Can plastic-eating enzymes solve the recycling problem?
Less than 10 per cent of the made-made material is currently reused but a new technology is set to create a more circular economy
By Jessica Rawnsley, Financial Times
The invention of the first man-made plastic, celluloid, in the nineteenth century was hailed as revolutionary. With the discovery came a seemingly infinite conveyor-belt of products, newly affordable to the average consumer. No industry was left untouched by this cheap, malleable, bountiful resource.
Today — as plastic clogs our oceans, flows from landfills and sends plumes of smoke into the atmosphere in the rush to burn it — attitudes are a little different.
Since the first factories started pumping out polyester in the 1950s, an estimated 9.1bn tonnes of plastic has been produced. But, of each year’s 317mn tonnes, less than 10 per cent is recycled. The rest ends up in landfills, waste incinerators or nature. Microplastics have been found in penguins, breast milk, bottled water, human blood, and on the summit of Mount Everest. Most plastic will never decompose.
Even recycled plastic is eventually destined for the dump. Conventional, thermomechanical recycling — where plastic is ground into flakes, melted, and moulded anew — yields plastic more brittle and less durable than its originator. It is difficult to use the material more than three times.
Scientists have spent decades grappling with this plastic predicament. In recent years, an unlikely ally has emerged: plastic-munching microorganisms.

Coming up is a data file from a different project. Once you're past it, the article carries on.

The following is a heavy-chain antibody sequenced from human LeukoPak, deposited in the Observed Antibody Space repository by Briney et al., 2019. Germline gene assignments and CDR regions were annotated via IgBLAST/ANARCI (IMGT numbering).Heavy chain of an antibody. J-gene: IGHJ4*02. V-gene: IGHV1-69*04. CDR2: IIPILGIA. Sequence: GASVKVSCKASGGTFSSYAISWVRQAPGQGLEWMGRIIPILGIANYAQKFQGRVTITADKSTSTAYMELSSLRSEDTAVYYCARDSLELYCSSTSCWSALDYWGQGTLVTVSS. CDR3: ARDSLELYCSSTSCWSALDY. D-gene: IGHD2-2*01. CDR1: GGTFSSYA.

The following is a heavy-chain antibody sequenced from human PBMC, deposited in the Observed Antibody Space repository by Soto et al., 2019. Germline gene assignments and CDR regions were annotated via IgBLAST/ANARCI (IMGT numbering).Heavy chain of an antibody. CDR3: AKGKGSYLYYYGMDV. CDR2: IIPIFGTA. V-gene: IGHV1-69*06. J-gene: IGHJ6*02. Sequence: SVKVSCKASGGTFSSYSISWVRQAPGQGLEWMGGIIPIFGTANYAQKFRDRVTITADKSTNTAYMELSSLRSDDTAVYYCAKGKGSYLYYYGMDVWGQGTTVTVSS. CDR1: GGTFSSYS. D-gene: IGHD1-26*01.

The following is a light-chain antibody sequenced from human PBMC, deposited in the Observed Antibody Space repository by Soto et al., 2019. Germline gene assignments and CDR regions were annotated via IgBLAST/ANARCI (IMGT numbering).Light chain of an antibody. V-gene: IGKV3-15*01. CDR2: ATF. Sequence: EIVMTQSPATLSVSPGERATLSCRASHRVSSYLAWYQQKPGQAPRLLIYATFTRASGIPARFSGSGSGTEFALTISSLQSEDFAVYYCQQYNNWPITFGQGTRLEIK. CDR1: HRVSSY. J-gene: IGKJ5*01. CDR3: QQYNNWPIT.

Carbios, a French biotechnology start-up, is among the innovators looking to commercialise depolymerization — or enzymatic — recycling. This uses genetically-modified microorganisms to break down the polymer chains that make up plastic into their building-blocks, or monomers. The monomers can then be put back together into plastic that’s good as new. In theory, a bottle made this way could be recycled indefinitely.
“Today, we are able to recycle any kind of PET [polyethylene terephthalate] plastic: bottles, food packaging, t-shirts,” explains Emmanuel Ladent, Carbios’ chief executive. “The main difference with Carbios is circularity. If you buy a recycled bottle made with thermomechanical processes, it will be waste after a few re-uses. With one tonne of plastic, we produce 97 per cent plastic components. And we can do 30 to 50 cycles where conventional [recycling] does three to five.”
Engineering a commercially-viable enzyme has been no small feat. When Carbios began working on the recycling process back in 2011, the enzymes would destabilise in the reactors’ high temperatures and take weeks to process a fraction of PET. It took until 2020 for Carbios to develop an enzyme — cutinase — that could withstand higher temperatures and convert a batch of PET in hours.
With that breakthrough came the first real indicator that enzymatic recycling could be rolled out at scale. In the months that followed, Carbios’ stock price soared.
Carbios claims that its approach is less energy intensive and has a smaller carbon footprint than producing virgin PET, calculating the CO2 emission savings at 46 per cent. However, not all the maths adds up: it is still cheaper to produce petroleum-based plastics.
Ladant is confident that the numbers are moving in the right direction. “Global regulations are pushing brands to use more recycling content,” he points out. “Then you have the commitments. Take any big brand – Nike, Puma, Pepsi — all have made pledges. When you add regulations to brand commitments, the market is there.”